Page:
This idealized solution doesn't work, because any hash function might map several distinct elements of S to the same cell of T. The trick is to create an array T* by selecting a single random element from each cell of T, and run Conv3SUM on T*. If a solution is found, then it is a correct solution for 3SUM on S. If no solution is found, then create a different random T* and try again. Suppose there are at most R elements in each cell of T. Then the probability of finding a solution (if a solution exists) is the probability that the random selection will select the correct element from each cell, which is . By running Conv3SUM times, the solution will be found with a high probability.
Unfortunately, we do not have linear perfect hashing, so we have to use an almost linear hash function, i.e. a function h such that:
This requires to duplicate the elements of S when copying them into T, i.e., put every element both in (as before) and in . So each cell will have 2R elements, and we will have to run Conv3SUM times.
While 3SUM can easily be solved in quadratic time, , it is conjectured to be unsolvable in subquadratic expected time. This is known as the 3SUM Conjecture.
A problem is called 3SUM-hard if solving it in subquadratic time implies a subquadratic-time algorithm for 3SUM. The concept of 3SUM-hardness was introduced by Gajentaan & Overmars (1995) in analysis of algorithms in computational geometry, including problems like: Given a set of lines in the plane, are there three that meet in a point?; or: Given a set of triangles in the plane, does their union have a hole? Also certain visibility and motion planning problems were shown to be in the class.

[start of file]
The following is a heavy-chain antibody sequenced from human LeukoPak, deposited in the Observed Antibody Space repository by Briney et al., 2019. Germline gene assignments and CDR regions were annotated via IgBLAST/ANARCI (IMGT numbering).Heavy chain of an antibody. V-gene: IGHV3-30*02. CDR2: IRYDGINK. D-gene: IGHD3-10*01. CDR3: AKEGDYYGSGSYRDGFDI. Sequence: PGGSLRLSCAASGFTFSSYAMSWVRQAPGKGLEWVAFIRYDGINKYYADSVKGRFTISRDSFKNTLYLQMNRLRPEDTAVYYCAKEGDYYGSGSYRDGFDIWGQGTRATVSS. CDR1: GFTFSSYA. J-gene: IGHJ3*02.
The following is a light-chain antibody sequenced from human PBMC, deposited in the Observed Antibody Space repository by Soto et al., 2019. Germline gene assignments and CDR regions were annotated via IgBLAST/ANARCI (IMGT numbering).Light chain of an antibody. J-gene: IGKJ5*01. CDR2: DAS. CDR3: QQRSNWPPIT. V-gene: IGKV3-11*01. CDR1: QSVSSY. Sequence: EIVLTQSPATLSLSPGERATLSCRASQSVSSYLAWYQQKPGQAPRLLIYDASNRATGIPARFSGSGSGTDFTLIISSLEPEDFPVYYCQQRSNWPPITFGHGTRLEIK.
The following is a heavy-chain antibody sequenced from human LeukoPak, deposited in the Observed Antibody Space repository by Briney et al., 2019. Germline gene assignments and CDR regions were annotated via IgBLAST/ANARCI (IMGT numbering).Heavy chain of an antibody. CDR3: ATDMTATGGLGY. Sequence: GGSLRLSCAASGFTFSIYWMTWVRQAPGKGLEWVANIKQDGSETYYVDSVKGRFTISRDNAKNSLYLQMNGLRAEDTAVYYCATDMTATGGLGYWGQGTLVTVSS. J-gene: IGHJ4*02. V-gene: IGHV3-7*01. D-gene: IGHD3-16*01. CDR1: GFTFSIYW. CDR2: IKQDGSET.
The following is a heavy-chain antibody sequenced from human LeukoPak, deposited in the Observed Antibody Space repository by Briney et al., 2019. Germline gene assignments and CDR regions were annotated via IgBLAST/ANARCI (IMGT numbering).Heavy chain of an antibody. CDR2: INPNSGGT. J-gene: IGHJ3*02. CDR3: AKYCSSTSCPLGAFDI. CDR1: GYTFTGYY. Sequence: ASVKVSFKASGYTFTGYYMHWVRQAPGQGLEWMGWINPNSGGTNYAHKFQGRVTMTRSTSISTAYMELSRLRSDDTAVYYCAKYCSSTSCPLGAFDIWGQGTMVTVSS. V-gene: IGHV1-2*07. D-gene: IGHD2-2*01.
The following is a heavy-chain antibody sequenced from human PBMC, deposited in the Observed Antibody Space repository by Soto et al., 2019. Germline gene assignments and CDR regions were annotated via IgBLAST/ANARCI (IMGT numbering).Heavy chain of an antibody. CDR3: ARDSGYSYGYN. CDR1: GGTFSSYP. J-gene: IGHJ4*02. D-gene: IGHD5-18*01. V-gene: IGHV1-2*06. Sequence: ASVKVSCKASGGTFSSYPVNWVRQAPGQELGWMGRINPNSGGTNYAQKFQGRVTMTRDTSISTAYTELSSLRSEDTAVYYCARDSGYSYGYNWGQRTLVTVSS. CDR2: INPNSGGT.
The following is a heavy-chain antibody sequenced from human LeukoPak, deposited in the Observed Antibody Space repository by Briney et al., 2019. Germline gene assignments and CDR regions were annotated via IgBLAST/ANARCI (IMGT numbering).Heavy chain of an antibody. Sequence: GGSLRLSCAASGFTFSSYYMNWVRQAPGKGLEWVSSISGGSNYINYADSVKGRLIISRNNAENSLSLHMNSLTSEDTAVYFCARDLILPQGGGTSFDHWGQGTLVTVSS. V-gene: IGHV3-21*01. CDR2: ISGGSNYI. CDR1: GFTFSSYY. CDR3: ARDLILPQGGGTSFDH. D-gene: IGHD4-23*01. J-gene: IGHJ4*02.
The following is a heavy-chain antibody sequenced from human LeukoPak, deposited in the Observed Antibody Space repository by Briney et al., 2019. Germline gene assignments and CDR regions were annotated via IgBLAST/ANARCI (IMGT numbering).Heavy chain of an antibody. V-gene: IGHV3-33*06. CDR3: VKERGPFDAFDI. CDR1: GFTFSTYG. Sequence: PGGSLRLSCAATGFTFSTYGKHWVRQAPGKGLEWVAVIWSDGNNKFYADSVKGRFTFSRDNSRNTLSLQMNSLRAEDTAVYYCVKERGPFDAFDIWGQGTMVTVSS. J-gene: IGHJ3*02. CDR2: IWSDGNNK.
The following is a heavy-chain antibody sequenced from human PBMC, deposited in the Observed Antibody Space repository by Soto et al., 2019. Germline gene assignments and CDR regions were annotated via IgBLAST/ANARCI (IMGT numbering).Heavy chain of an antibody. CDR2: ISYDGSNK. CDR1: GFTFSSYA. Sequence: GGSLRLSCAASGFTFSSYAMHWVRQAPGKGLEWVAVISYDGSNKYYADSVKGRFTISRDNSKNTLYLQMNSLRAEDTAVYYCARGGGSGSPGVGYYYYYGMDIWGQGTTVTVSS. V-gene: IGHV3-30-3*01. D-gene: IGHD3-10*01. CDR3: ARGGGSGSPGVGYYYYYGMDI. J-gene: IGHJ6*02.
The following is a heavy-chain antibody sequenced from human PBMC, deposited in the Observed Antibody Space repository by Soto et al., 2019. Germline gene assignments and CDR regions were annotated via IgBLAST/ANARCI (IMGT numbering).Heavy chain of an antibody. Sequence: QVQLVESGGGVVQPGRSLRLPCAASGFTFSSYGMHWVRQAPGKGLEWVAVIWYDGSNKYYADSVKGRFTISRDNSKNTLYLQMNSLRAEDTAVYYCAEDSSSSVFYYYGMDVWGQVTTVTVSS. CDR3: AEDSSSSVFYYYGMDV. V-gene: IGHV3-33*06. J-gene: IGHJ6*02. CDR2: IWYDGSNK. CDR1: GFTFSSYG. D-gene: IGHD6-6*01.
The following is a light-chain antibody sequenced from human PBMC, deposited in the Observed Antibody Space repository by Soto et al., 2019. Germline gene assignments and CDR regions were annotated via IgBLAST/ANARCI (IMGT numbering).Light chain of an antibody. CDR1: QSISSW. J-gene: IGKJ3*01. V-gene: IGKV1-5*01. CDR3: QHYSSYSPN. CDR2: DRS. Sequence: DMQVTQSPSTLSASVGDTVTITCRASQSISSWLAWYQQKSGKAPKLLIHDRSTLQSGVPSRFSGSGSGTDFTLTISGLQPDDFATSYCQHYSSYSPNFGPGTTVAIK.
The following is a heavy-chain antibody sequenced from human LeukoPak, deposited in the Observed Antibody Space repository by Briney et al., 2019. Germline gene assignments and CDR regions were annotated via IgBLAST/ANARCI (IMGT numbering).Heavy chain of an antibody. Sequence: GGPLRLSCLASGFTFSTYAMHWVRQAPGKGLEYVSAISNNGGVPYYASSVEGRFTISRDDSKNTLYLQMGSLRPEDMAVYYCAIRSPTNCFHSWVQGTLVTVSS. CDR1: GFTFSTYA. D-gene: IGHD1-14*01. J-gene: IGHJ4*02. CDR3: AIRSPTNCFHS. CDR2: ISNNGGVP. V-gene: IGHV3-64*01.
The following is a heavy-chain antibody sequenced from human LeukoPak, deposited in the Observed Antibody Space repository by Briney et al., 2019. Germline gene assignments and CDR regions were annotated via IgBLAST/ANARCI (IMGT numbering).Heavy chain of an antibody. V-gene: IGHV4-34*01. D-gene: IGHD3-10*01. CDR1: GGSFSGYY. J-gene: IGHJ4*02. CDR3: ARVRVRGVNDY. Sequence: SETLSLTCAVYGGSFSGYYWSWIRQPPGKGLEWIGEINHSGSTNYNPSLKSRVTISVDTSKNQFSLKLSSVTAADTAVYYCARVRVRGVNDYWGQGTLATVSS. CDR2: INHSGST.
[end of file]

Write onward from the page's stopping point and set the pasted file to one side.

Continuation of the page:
By now there are a multitude of problems that fall into this category. An example is the decision version of X + Y sorting: given sets of numbers X and Y of n elements each, are there n² distinct x + y for x ∈ X, y ∈ Y?
- Gronlund, A.; Pettie, S. (2014). Threesomes, Degenerates, and Love Triangles. 2014 IEEE 55th Annual Symposium on Foundations of Computer Science. p. 621. doi:10.1109/FOCS.2014.72. ISBN 978-1-4799-6517-5.
- Kopelowitz, Tsvi; Pettie, Seth; Porat, Ely (2014). "3SUM Hardness in (Dynamic) Data Structures". arXiv:1407.6756 [cs.DS].
- Visibility Graphs and 3-Sum by Michael Hoffmann
- For a reduction in the other direction, see Variants of the 3-sum problem.
- Patrascu, M. (2010). Towards polynomial lower bounds for dynamic problems. Proceedings of the 42nd ACM symposium on Theory of computing - STOC '10. p. 603. doi:10.1145/1806689.1806772. ISBN 9781450300506.
- Demaine, Erik; Erickson, Jeff; O'Rourke, Joseph (20 August 2006). "Problem 41: Sorting X + Y (Pairwise Sums)". The Open Problems Project. Retrieved 23 September 2014.
- Baran, Ilya; Demaine, Erik D.; Pătraşcu, Mihai (2008), "Subquadratic algorithms for 3SUM", Algorithmica 50 (4): 584–596, doi:10.1007/s00453-007-9036-3.
- Demaine, Erik D.; Mitchell, Joseph S. B.; O'Rourke, Joseph (July 2005), "Problem 11: 3SUM Hard Problems", The Open Problems Project.
- Erickson, Jeff (1999), "Lower bounds for linear satisﬁability problems", Chicago Journal of Theoretical Computer Science (MIT Press) 1999.
- Gajentaan, Anka; Overmars, Mark H. (1995), "On a class of O(n2) problems in computational geometry", Computational Geometry: Theory and Applications 5 (3): 165–185, doi:10.1016/0925-7721(95)00022-2.
- King, James (2004), A survey of 3SUM-hard problems (PDF).